Obesity is a disease characterized by an excess of adipose tissue due to the mutual interaction of several genetic, metabolic, psychological and environmental factors which involves complex neuronal and hormonal patterns. This multifactorial aetiology and pathogenesis strongly orient the scientific community in considering obesity as a chronic disease and not just a risk factor per se [1James WPT. WHO recognition of the global obesity epidemic. Int J Obes 2008; 32(Suppl. 7): S120-6.[http://dx.doi.org/10.1038/ijo.2008.247] [PMID: 19136980] -7Buffery D. Cardiometabolic risk factors: Novel approaches can improve patient outcomes. Am Health Drug Benefits 2013; 6: 363-4.]. Furthermore, this chronic condition has doubled since 1980 and numbers constantly increase [8Obesity: preventing and managing the global epidemic WHO Technical report series No 894 2000. Available from: http://www.who.int/nutrition/publications/obesity/WHO_TRS_894/en/-26EASO-2015 Milan Declaration: A Call to Action on Obesity A Statement of the members of the European Association for the Study of Obesity to EXPO 2015 2015. Available from: http://gucdv1wwi8pslzdfpv7t0dk6.wpengine.netdna-cdn.com/ wp-content/uploads/2015/06/EASO-Milan-Declaration-FINAL.pdf]. In 2016, the World Health Organization (WHO) estimated that more than 650 million adult people in the world were obese, corresponding to about 13% of the adult population [27WHO | Obesity and overweight [Internet] WHO [cited 2017 Aug 6] Available from: http://www.who.int/mediacentre/factsheets/fs311/en/]. Based on data from Italian National Institute of Statistic (ISTAT) published in 2016, in Italy 5.4 million individuals are obese, corresponding to 10.4% of the adult population [28ISTAT, 2012-2013 Fattori di Rischio per la salute, fumo, obesità, alcool e sedentarietà, anno 2016:tavole 5-10 2016. Available from: https://www.istat.it]. Given the complexity of the pathogenesis of this disease, in which bio-psycho-social factors interact with each other, we still do not have an effective therapy that works for all patients. Moreover, it is difficult to precisely predict obesity evolution considering that: a) obese patients’ expectations in terms of weight loss are often too high and unrealistic (weight loss of more than 20-30% of their initial body weight) partially due to lack of communication between patient and clinician, to the economic interests of the diet industry and to the fake news about nutrition [29Foster GD, Wadden TA, Phelan S, Sarwer DB, Sanderson RS. Obese patients’ perceptions of treatment outcomes and the factors that influence them. Arch Intern Med 2001; 161(17): 2133-9.[http://dx.doi.org/10.1001/archinte.161.17.2133] [PMID: 11570944] , 30Phelan S, Nallari M, Darroch FE, Wing RR. What do physicians recommend to their overweight and obese patients? J Am Board Fam Med 2009; 22(2): 115-22.[http://dx.doi.org/10.3122/jabfm.2009.02.080081] [PMID: 19264934] ]; b) the drop-out rate from obesity treatment programs is very high [31Moroshko I, Brennan L, O’Brien P. Predictors of dropout in weight loss interventions: A systematic review of the literature. Obes Rev 2011; 12(11): 912-34.[http://dx.doi.org/10.1111/j.1467-789X.2011.00915.x] [PMID: 21815990] ], with a mean rate of 30-40% within the first year reported in intervention trials [32Dansinger ML, Gleason JA, Griffith JL, Selker HP, Schaefer EJ. Comparison of the atkins, ornish, weight watchers, and zone diets for weight loss and heart disease risk reduction: A randomized trial. JAMA 2005; 293(1): 43-53.[http://dx.doi.org/10.1001/jama.293.1.43] [PMID: 15632335] ], and with an attrition rate associated with poorer therapy outcomes [33Mitchell C, Stuart RB. Effect of self-efficacy on dropout from obesity treatment. J Consult Clin Psychol 1984; 52(6): 1100-1.[http://dx.doi.org/10.1037/0022-006X.52.6.1100] [PMID: 6520280] -35Davis MJ, Addis ME. Predictors of attrition from behavioral medicine treatments. Ann Behav Med 1999; 21(4): 339-49.[http://dx.doi.org/10.1007/BF02895967] [PMID: 10721442] ]; c) in the Italian Public Health System, the reduction of resources implies cost-effectiveness optimization with an average visit time for an obese patient lasting between 20 and 30 minutes, less frequent check-ups and inadequate time to motivate a lifestyle change [36How to Deliver High-Quality Obesity Counseling in Primary Care Using the 5As Framework | JCOM | Journal of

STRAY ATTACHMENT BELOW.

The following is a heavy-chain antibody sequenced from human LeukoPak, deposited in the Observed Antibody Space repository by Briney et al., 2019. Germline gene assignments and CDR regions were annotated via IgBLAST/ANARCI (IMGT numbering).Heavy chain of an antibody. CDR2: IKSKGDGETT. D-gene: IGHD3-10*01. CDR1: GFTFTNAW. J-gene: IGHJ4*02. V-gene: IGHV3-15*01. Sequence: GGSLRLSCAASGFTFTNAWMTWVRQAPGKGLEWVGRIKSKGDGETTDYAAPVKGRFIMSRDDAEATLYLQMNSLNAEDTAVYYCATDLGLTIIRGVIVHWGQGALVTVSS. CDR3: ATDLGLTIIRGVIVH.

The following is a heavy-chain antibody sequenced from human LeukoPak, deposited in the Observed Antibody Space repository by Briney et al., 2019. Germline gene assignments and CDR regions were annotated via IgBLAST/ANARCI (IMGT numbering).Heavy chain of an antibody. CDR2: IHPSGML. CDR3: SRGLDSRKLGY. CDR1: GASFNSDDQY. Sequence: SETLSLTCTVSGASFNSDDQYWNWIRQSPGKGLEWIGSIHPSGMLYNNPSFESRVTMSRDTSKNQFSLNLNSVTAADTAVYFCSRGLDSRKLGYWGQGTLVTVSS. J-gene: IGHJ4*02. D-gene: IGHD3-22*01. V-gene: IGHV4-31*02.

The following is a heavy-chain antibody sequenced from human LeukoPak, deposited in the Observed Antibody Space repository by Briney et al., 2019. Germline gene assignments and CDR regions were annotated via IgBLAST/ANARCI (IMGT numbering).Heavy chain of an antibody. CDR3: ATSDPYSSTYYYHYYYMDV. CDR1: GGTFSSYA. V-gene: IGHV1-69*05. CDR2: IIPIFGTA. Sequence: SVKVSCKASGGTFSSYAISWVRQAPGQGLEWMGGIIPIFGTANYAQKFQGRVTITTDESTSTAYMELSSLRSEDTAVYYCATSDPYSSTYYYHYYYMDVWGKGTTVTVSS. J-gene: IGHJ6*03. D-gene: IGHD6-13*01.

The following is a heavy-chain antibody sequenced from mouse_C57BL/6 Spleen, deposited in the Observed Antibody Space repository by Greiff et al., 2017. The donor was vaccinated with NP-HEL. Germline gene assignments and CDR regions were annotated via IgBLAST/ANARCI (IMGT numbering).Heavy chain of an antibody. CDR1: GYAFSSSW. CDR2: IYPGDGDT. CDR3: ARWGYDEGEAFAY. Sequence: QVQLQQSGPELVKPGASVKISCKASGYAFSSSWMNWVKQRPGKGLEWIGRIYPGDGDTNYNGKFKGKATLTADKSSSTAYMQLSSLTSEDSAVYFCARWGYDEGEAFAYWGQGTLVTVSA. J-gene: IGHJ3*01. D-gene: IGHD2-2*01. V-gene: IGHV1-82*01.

Clinical Outcomes Management | Turner White Available from: http://www.jcomjournal.com/how-to-deliver-high-quality-obesity-counseling-in-primary-care-using-the-5asframework-2/-38Howe M, Leidel A, Krishnan SM, Weber A, Rubenfire M, Jackson EA. Patient-related diet and exercise counseling: Do providers’ own lifestyle habits matter? Prev Cardiol 2010; 13(4): 180-5.[http://dx.doi.org/10.1111/j.1751-7141.2010.00079.x] [PMID: 20860642] ]; d) there is a negative stigma associated with obesity that is still too high and that patients should be preliminarily relieved about their condition [39Puhl RM, Heuer CA. Obesity stigma: Important considerations for public health. Am J Public Health 2010; 100(6): 1019-28.[http://dx.doi.org/10.2105/AJPH.2009.159491] [PMID: 20075322] ].